For HOG, color and grayscale histograms, we used the implementations from OpenCV [2]. Models and weights for VGG-19, ResNet-18 and DenseNet-121 come directly from Pytorch [27]. As for EfficientNet-B0, we used the implementation provided by [24]. We relied on pretrained models learned on ImageNet. When using CNN-based models, as recommended by Pytorch, RGB BBs are resized to and normalized. OSNet-AIN weights were pretrained by [44] on ImageNet and fine-tuned on Market1501 [42] and are available in the torchreid library [43]. Weights for vehicle ReID were trained by [39] on VeRi [20, 21], CompCars Surveillance [40], BoxCars [32] and unsupervisedly fine-tuned on AI City Challenge dataset [25].

V Results and analysis

V-a General feature performance

We summarized all results from the four datasets into four figures to rank the descriptor-affinity pairs according to 24 -step configurations ( and sampling step). For each case and for each dataset, we only reported the best five descriptor-affinity pairs, and for categories of features which were not in the top-5, the best model among them.

Tables III and III explain the color and hatching codes used in figures 3, 4, 5 and 6.

TABLE II: Color of the descriptor in figures 3, 4, 5 and 6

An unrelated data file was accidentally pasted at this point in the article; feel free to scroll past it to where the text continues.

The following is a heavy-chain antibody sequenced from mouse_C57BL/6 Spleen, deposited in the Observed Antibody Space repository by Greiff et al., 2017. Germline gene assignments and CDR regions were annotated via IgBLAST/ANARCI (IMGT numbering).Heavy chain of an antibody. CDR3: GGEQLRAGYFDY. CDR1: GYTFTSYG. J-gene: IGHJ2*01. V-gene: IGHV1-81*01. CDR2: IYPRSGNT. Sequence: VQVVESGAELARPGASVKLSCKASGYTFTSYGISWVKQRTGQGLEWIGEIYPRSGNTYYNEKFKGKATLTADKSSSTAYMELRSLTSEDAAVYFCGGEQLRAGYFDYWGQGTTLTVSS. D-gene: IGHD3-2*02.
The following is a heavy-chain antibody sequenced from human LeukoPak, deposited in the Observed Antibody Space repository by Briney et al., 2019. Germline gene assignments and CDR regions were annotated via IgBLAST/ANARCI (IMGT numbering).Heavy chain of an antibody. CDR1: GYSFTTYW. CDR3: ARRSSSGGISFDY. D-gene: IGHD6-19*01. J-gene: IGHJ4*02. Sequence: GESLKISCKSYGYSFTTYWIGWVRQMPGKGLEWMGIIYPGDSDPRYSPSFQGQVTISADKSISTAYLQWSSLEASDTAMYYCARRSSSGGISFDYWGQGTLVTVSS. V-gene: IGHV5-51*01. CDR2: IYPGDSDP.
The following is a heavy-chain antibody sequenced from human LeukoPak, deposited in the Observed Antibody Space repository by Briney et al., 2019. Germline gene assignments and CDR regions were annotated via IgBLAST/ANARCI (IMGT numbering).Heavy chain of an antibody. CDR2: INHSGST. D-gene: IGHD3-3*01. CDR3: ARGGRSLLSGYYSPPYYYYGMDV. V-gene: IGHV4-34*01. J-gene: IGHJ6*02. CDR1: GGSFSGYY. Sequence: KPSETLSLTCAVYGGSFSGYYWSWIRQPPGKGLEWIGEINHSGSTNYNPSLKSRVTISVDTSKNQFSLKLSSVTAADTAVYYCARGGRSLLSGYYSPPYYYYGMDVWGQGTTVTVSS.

Descriptor Color
Color histogram (RGB) black
Grayscale histogram (GR) gray
HOG (HOG) purple
VGG-19 (VGG) orange
ResNet-18 (RSN) red
DenseNet-121 (DNS) green
EfficientNet-B0 (EFF) blue
OSNet-AIN (OSN) pink
Vehicle ReID (VID) pink
TABLE III: Hatching of the affinity measure in figures 3, 4, 5 and 6
Affinity Hatching
(L1) \  \  \
(C) none
Fig. 3: Mean average precision on WildTrack of the five best descriptor-affinity for each configuration -step (when one category of descriptors is not in the top-5, the best result is added). See Tables III and III for the color and hatching codes used in the figure. Best viewed in color.
Fig. 4: Mean average precision on MOT17 of the five best descriptor-affinity for each configuration -step (when one category of descriptors is not in the top-5, the best result is added). See Tables III and III for the color and hatching codes used in the figure. Best viewed in color.